Ming Dynasty Yunnan Ware Sake Bottle with Abstract Pattern in Iron Painting | China, 15C¥38,000 JPY
A sake bottle fired in Yuxi kiln in Yunnan province in the Ming dynasty. A transparent glaze is applied to the white clay, and an abstract pattern that looks like snakes or bats in iron painting is drawn on the shoulder.
In Yunnan, where Funerary art was deeply rooted, most of the ceramic had been produced as grave goods. However, in the Ming dynasty, when the grave goods were replaced to Jingdezhen porcelain, local kilns shifted to the production of practical ceramics such as rituals and table wares.
This sake bottle must have been made as a sake set. In addition to iron painting, the simple and sturdy made is reminiscent of Cizhou ware. When many Han Chinese fled to the south due to the turmoil of the Jin Dynasty(1115–1234), the technique of North China was brought to the land of Yunnan. The idyllic style of Yunnan ware is similar to Seto ware in Japan, and Sukhothai pottery which has roots in Cizhou ware.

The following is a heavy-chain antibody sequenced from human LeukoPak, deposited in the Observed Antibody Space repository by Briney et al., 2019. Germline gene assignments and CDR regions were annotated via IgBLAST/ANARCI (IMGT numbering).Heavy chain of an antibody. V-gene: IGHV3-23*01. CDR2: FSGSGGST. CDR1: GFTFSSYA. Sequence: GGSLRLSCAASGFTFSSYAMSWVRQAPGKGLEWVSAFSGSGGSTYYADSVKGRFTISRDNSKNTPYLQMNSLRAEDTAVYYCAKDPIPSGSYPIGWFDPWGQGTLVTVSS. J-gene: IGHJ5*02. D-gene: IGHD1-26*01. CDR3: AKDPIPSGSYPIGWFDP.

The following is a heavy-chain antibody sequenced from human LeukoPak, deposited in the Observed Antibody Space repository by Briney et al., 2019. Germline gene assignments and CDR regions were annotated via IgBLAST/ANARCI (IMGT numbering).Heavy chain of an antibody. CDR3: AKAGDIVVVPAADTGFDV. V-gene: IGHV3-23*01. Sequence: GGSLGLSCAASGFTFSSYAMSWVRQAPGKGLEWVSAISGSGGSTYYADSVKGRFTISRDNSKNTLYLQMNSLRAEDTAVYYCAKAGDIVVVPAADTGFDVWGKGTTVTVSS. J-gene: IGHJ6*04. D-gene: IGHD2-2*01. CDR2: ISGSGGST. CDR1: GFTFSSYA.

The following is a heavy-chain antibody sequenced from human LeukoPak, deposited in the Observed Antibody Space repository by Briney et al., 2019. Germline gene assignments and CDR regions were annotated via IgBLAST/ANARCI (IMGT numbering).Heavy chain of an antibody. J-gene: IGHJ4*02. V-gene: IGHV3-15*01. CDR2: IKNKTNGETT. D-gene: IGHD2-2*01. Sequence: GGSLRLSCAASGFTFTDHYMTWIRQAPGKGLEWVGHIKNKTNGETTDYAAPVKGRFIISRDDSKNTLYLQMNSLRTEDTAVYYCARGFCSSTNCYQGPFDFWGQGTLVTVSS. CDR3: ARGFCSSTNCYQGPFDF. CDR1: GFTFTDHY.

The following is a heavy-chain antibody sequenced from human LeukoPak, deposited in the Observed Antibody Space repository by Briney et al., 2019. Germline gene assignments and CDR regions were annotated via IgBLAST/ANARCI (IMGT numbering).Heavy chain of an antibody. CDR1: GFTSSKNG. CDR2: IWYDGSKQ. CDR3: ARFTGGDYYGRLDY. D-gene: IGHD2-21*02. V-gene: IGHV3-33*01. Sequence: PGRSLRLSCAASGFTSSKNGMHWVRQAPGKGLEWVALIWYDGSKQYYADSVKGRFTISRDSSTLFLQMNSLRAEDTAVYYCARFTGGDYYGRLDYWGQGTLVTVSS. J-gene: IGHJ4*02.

There are no defects and no water leaks other than one repair on the rim and one on the base.
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